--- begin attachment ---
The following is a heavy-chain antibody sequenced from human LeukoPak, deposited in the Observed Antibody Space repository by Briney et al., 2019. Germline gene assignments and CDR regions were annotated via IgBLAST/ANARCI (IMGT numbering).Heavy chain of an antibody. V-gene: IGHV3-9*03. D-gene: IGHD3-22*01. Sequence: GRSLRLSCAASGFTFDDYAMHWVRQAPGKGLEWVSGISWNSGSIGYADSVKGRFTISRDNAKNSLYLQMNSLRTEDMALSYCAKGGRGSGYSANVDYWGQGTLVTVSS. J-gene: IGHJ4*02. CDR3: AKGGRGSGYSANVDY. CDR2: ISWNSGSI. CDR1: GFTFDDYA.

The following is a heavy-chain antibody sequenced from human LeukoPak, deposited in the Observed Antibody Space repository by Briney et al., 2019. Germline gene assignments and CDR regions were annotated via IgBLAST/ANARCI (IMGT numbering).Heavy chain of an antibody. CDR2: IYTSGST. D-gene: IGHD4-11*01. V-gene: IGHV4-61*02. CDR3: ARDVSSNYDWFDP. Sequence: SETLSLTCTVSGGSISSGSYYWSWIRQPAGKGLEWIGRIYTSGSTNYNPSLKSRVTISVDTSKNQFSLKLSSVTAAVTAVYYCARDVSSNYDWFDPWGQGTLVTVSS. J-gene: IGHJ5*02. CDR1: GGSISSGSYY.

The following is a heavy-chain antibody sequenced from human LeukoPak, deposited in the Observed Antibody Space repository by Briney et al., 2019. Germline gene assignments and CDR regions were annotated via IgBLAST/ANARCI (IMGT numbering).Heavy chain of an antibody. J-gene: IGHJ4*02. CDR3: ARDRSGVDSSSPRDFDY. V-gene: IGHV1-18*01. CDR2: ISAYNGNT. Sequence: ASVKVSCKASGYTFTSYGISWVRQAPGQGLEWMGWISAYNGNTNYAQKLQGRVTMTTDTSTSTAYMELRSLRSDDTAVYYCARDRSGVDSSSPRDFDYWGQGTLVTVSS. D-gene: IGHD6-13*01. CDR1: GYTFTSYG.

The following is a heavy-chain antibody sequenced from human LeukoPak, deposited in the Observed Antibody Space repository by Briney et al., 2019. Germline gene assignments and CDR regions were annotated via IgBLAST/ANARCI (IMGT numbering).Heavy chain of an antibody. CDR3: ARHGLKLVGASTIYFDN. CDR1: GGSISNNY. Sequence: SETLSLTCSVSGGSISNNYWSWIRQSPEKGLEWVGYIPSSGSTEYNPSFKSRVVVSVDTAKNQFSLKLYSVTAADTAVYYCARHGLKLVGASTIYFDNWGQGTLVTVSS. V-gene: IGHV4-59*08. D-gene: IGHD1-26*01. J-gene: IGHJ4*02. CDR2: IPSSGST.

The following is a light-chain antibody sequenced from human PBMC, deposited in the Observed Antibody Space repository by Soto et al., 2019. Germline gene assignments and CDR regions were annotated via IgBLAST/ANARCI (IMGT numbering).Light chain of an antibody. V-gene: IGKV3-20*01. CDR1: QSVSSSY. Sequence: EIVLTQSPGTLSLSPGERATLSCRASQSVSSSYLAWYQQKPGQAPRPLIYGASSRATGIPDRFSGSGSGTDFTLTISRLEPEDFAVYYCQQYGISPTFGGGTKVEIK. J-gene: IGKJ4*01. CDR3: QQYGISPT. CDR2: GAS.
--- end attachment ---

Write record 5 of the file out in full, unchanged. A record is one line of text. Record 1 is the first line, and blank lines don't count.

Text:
The following is a light-chain antibody sequenced from human PBMC, deposited in the Observed Antibody Space repository by Soto et al., 2019. Germline gene assignments and CDR regions were annotated via IgBLAST/ANARCI (IMGT numbering).Light chain of an antibody. V-gene: IGKV3-20*01. CDR1: QSVSSSY. Sequence: EIVLTQSPGTLSLSPGERATLSCRASQSVSSSYLAWYQQKPGQAPRPLIYGASSRATGIPDRFSGSGSGTDFTLTISRLEPEDFAVYYCQQYGISPTFGGGTKVEIK. J-gene: IGKJ4*01. CDR3: QQYGISPT. CDR2: GAS.